Reviews Zone

Rob Jungklas: Blackbirds (Madjack Records) Out now


5 out of 5 stars (5 / 5)



Rob Jungklas is a bit of a legend in his native Memphis. He has dropped 10 albums since his debut, “Closer To The Flame” in 1986. He ahd worked the circuit in his home town for 15 yesrs bafor ladning that recoed deal.

In recent years, he has released four critically acclaimed recordings on Madjack Records, “Arkadelphia”, “Gully”, “Mapping The Wreckage” and “The Spirit & The Spine”. This is his fifth on that lael, after self releasing “Nothing To Fade” in 2014.

“Blackbirds”, is a continuation of his exploration of the holy and profane. On the strength of an MTV video aired for the single ’Boys Town’, in 1987, directed by 10cc’s Godley & Creme, Rob achieved modest chart success, and went on to create the iconic regional anthem “Memphis Thing”.

The more reflective “Work Songs For A New Moon” that followed 2 years later on RCA, showcased Jungklas nuanced blend of pop songwriting and Memphis style r’n’b. He got disillusioned with the music business and quit until 2001, after cutting an album that did not get released by the label.  He married, earned a degree, taught English and science and began paying music again, before he released an album in 2003. Treading blues ground instead of the rock stuff he did back in the day. Another blues record followed in 2007, before albums in 2010 and 2013.

On “Blackbirds”, the tile cut opens Rob’s account. Moody, reverb thick, mid-tempo, atmospheric affair with a commanding and distinctive vocal. Interesting stuff, draws you in to the next track.

“The Spiritual Beauty Of Material Things”, maintains the mystery and the hypnotic vibes. His vocal comes from the heart and soul and builds in intensity, putting me in mind of the brilliant Liam McKahey from the band Cousteau and now called CousteauX.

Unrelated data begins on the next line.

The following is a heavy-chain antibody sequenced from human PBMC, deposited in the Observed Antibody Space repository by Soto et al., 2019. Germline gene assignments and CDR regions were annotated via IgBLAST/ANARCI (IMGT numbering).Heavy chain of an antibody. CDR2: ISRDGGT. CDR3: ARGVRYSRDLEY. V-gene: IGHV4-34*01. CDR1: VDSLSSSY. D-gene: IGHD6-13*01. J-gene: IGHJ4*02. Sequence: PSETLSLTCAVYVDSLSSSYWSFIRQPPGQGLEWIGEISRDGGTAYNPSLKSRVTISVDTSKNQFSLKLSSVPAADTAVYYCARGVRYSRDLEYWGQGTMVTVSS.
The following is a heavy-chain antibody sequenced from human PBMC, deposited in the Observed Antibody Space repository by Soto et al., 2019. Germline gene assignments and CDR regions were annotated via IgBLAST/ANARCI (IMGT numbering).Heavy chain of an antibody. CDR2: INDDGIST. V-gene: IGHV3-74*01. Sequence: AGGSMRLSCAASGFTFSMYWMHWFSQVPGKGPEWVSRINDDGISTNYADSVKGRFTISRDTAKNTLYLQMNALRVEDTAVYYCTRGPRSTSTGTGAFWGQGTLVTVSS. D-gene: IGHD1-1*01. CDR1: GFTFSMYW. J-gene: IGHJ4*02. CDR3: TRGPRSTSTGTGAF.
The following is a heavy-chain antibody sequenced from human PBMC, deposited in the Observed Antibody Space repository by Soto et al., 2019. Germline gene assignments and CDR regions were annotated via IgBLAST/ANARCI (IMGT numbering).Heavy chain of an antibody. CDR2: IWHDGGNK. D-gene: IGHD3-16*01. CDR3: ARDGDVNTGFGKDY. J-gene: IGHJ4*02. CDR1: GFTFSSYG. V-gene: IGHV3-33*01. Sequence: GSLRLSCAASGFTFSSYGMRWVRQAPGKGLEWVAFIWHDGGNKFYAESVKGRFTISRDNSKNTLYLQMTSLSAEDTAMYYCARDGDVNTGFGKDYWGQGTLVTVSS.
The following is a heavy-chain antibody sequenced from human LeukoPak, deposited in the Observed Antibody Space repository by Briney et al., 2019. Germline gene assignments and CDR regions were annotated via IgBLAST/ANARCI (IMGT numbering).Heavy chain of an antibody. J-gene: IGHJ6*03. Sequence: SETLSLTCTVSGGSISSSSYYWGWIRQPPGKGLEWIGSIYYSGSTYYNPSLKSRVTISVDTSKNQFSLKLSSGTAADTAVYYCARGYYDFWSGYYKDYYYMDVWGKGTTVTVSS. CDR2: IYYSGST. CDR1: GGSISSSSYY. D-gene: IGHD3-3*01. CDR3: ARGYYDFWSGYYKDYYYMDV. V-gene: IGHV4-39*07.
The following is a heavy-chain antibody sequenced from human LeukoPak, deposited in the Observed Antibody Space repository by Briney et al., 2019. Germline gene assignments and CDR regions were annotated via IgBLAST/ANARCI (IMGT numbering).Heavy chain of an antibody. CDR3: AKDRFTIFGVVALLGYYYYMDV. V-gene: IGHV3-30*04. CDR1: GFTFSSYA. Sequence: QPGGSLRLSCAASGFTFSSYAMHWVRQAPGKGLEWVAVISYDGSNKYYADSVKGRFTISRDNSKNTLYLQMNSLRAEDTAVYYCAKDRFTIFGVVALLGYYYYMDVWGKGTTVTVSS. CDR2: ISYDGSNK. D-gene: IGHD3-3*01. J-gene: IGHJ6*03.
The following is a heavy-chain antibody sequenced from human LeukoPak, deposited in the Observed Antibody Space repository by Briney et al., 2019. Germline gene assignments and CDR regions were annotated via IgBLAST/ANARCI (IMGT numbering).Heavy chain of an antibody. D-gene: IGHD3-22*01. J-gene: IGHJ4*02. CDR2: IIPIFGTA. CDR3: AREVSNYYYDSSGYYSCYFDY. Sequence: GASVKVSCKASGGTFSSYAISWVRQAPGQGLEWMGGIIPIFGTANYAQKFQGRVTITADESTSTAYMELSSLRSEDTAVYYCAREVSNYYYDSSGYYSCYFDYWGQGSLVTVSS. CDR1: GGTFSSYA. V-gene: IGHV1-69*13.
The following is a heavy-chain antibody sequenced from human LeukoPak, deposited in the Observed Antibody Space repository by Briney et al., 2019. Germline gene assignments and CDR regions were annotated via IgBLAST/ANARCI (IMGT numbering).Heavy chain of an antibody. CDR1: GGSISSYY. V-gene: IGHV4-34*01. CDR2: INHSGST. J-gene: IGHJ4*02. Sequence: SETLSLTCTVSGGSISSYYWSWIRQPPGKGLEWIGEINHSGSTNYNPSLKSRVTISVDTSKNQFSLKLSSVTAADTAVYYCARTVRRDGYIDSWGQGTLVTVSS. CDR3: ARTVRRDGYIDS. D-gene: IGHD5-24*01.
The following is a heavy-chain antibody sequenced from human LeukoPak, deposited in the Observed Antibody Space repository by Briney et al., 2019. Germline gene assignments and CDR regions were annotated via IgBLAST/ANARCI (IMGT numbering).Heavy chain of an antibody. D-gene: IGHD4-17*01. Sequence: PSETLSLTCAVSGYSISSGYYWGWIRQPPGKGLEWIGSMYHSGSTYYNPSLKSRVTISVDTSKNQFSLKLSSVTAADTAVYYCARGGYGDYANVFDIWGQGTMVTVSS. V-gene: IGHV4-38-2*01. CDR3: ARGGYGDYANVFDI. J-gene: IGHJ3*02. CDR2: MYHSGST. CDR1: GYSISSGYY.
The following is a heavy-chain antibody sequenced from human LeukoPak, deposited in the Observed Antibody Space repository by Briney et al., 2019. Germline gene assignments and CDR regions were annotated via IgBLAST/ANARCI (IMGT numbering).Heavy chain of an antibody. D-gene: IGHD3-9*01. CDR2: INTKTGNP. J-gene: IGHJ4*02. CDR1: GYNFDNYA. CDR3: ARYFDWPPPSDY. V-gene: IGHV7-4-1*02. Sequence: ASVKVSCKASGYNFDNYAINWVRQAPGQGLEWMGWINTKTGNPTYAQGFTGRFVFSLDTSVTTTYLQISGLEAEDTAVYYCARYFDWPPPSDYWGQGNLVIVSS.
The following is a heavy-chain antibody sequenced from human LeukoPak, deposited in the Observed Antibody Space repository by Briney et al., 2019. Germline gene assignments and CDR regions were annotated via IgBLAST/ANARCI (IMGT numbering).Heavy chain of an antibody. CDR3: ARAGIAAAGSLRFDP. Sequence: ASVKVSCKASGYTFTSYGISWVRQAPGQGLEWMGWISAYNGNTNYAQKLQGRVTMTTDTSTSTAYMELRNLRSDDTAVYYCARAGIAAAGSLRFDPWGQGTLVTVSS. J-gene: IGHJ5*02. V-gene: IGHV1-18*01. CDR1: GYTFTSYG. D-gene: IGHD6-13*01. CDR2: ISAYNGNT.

Rob’s vocal style perhaps subconsciously channels parts of Roy Orbison, David Bowie, Jacques Brel and Scott Walker. That brooding, smouldering, aching, weeping delivery with a distinctive and unique style of his own. Maybe even subtle nods to Leonard Cohen for the more melancholic nature of some of the material.

This is not an album you cherry pick random tracks from, or stick on while you chat to your mates on your new smart phone. This is a complete experience and must be heard in its entirety and in track listing order. There’s a bit of dark gothic core to it too, and I was reminded of the UK band Bauhaus and their superb singer Peter Murphy from back in the 80s, when I heard this singer.

“Shine” is a standout cut; a bit of an epic and the strings combined with Rob’s stunningly emotional vocal is an intoxicating mix. On “Gone”, he soars in Springsteen territory on a heart-wrenching ballad, another classy piece of song writing.

His vocal timbre again brings “The Boss” to mind on “Diggers”. A really powerful story of the men who died digging out the river to dam the Mississippi to stop their cotton fields flooding and ruining the crop. A gift of a song and surely this will get picked up by a big-name artist and covered, to buy Rob a new house and car, someday. Well-connected publishers and song pluggers, take note. THE track of the album. By far. Simply breathtaking.

“Vitriol” is a beautiful song with a restrained vocal. The anthemic closer, “Carry Me Home” borrows from “Swing Low Sweet Chariot”, often heard on the terraces of any rugby game in this country on a Saturday afternoon.

Rob penned nine of the 10 songs here, apart from music for “Hymn” which is “a traditional shape note spiritual melody”. The record was produced, engineered and mixed by Pete Matthews and Toby Vest (the latter also adds keyboards, pedals and acoustic guitar to his contribution), and they did a heck of a job too.

Rob plays guitar and sings all lead vocals, and is joined by Luke White, Shawn Zorn, Dave Cousar, Paul Taylor, Rick Steff and Frank Ray on bass, drums, guitar, drums, piano and Hammond B3. Special credit to the string section of Krista Wooten Combest on violin and Jana Mesiner on cello, who add huge value.

Summing it up in one paragraph: Nuclear-age torch songs, which showcase a unique artist with a traffic-stopping voice who keeps it very real. A stunning bunch of songs that deserve to be heard far and wide. This is very special indeed. Welcome to the Jungklas!



By Simon Redley




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